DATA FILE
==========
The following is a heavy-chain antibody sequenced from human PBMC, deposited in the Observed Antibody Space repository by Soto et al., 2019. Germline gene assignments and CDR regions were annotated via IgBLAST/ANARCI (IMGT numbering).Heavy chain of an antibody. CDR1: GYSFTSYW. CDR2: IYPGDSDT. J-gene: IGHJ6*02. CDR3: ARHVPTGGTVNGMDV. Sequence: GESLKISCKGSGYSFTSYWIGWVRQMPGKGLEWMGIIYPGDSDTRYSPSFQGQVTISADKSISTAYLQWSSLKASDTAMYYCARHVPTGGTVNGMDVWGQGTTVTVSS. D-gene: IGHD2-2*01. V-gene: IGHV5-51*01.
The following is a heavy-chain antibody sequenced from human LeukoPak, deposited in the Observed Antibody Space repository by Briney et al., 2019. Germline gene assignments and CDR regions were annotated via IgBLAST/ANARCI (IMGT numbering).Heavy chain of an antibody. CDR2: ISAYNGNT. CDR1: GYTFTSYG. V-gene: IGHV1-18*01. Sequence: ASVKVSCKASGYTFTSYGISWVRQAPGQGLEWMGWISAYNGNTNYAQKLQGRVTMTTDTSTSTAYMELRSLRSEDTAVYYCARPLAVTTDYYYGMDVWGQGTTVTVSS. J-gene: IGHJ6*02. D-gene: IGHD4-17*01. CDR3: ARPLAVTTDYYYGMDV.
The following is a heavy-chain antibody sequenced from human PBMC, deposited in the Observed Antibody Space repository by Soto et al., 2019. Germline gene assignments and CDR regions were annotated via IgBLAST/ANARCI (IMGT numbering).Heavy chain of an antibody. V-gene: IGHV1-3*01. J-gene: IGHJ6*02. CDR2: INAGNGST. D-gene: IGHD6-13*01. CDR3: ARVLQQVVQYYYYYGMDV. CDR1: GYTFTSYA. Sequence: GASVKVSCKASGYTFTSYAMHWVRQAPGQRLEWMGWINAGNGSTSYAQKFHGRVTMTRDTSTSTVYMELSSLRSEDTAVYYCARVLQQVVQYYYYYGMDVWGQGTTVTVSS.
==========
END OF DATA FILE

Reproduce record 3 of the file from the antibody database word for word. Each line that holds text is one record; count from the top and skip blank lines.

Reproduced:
The following is a heavy-chain antibody sequenced from human PBMC, deposited in the Observed Antibody Space repository by Soto et al., 2019. Germline gene assignments and CDR regions were annotated via IgBLAST/ANARCI (IMGT numbering).Heavy chain of an antibody. V-gene: IGHV1-3*01. J-gene: IGHJ6*02. CDR2: INAGNGST. D-gene: IGHD6-13*01. CDR3: ARVLQQVVQYYYYYGMDV. CDR1: GYTFTSYA. Sequence: GASVKVSCKASGYTFTSYAMHWVRQAPGQRLEWMGWINAGNGSTSYAQKFHGRVTMTRDTSTSTVYMELSSLRSEDTAVYYCARVLQQVVQYYYYYGMDVWGQGTTVTVSS.